It also marks the debut of Farrell’s “support” band, The Kind Heaven Orchestra. They will be occupying stages from New York to Boston to Chicago, as part of a City Winery sponsored tour, which kicks off at that venue in NYC on June 7. From there, The Box Presents will take them to Oslo, Stockholm, Amsterdam, Paris and London.

An advance single from the album is fittingly titled “Pirate Punk Politician,” a scathing indictment of the rise of national and international regimes with autocratic tendencies. Naturally.


Marina’s Poignant New Single + Video ‘To Be Human’ Wishes We Could All Just Get Along


We fell hard for Marina of Marina & The Diamonds all the way back in 2010, during a particularly riveting performance at the Edinburgh Assembly Rooms. Three albums later, she has been truncated to simply Marina, and is preparing to release a fourth long player, the dual-conceptual and unambiguously titled Love + Fear (out April 26 via Atlantic).

The second single from the “Love” collection is the earnestly poignant “To Be Human,” an incisive meditation on what it means to be these flesh and blood beings that we are. Her lyrics very much convey a personal conflict: “All the things that I’ve done and I’ve seen / Still I don’t know, don’t know what it means.” But when she attempts to steer the conversation towards hopefulness – “And anywhere you go, you’ll see / People are just like you and me” – we must admit that we struggle these days to share in her optimism.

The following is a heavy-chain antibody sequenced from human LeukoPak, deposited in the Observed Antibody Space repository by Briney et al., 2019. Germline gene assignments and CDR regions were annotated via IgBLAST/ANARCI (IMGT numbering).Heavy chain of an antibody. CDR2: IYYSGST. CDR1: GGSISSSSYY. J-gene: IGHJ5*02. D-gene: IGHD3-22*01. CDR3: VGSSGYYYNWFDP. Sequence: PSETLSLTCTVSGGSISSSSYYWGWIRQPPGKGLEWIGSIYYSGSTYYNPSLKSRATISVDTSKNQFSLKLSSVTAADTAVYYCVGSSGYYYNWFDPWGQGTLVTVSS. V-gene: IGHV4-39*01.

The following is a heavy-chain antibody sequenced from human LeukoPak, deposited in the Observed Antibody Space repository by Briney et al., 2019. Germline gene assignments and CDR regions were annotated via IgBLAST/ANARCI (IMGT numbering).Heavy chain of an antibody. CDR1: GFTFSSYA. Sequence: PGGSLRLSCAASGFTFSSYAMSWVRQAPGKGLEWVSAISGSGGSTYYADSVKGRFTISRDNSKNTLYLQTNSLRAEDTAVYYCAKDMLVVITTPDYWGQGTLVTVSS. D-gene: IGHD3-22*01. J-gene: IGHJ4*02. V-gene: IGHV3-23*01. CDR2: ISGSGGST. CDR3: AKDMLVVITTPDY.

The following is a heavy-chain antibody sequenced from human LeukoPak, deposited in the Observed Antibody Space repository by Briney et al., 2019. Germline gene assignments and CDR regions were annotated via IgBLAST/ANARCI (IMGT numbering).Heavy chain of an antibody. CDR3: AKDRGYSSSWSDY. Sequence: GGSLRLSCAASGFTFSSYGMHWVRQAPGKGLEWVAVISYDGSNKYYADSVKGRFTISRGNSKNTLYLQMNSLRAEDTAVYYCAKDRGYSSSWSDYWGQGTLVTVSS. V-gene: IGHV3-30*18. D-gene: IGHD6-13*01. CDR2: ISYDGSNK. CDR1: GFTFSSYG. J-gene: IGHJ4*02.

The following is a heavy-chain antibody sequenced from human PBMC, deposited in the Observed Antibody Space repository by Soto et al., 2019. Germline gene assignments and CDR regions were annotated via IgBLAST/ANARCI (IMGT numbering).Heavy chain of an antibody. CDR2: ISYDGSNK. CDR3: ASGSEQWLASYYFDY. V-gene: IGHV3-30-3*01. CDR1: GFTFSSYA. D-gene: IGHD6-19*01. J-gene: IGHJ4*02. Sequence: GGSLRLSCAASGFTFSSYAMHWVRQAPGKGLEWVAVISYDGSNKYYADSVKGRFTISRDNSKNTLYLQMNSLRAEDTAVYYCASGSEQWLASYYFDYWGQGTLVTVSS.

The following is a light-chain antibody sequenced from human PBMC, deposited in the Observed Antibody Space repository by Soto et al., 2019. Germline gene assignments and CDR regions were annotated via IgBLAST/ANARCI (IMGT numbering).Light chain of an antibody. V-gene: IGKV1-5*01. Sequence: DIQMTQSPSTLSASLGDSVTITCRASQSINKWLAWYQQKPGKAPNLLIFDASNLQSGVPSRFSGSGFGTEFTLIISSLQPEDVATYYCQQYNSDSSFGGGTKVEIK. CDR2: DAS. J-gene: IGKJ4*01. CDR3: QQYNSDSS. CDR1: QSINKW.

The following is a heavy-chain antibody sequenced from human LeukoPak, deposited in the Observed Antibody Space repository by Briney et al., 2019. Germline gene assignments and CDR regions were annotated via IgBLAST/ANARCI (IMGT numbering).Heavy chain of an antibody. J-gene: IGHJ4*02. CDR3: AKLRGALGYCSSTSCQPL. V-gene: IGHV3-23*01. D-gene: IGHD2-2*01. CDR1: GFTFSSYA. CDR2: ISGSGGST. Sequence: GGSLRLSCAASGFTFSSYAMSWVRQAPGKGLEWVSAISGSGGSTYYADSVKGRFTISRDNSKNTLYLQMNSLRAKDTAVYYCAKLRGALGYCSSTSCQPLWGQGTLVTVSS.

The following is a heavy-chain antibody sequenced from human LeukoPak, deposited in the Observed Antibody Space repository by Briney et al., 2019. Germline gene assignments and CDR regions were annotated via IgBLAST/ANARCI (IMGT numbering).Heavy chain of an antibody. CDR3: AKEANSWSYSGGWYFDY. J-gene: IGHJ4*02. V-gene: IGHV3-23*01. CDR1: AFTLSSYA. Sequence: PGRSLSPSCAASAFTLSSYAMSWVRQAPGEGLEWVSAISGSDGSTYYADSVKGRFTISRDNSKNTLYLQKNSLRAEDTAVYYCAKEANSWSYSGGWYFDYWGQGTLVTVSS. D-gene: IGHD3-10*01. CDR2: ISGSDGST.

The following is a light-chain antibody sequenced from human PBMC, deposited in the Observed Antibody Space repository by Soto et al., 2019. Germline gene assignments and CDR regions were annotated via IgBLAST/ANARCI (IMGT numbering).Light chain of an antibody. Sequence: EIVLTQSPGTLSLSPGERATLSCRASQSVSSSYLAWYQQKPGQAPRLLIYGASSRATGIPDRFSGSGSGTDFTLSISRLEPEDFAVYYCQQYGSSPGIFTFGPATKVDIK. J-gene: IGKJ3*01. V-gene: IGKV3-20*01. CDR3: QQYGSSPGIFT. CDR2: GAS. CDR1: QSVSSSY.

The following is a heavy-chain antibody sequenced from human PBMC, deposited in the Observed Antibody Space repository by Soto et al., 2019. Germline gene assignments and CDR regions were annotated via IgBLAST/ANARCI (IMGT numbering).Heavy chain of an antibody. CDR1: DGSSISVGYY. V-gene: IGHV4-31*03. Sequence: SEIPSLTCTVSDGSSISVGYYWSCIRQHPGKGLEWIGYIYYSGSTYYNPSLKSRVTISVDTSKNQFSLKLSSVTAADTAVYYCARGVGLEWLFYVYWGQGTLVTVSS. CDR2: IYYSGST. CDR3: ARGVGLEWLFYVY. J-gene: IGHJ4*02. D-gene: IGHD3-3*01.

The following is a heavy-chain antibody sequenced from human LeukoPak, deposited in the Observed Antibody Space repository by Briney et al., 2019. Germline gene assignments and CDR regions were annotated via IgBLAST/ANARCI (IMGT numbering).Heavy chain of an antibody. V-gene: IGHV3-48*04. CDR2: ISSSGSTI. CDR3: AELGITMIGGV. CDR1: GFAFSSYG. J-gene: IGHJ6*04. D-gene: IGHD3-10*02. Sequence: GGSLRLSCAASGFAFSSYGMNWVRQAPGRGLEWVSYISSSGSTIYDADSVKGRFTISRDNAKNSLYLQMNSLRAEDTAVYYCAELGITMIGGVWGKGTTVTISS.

The accompanying video depicts a globalized world united by love and ideology, with specific references to Black Lives Matter, gun control, and Soviet protestors.

“Thematically, ‘To Be Human’ sums up the head space that I’ve come from in the past three years,” she elucidates. “I talk about unity, name checking a lot of places around the world to create this picture of humanity, because in our current political climate we are constantly being made to see different people as ‘other’, and I hate that.”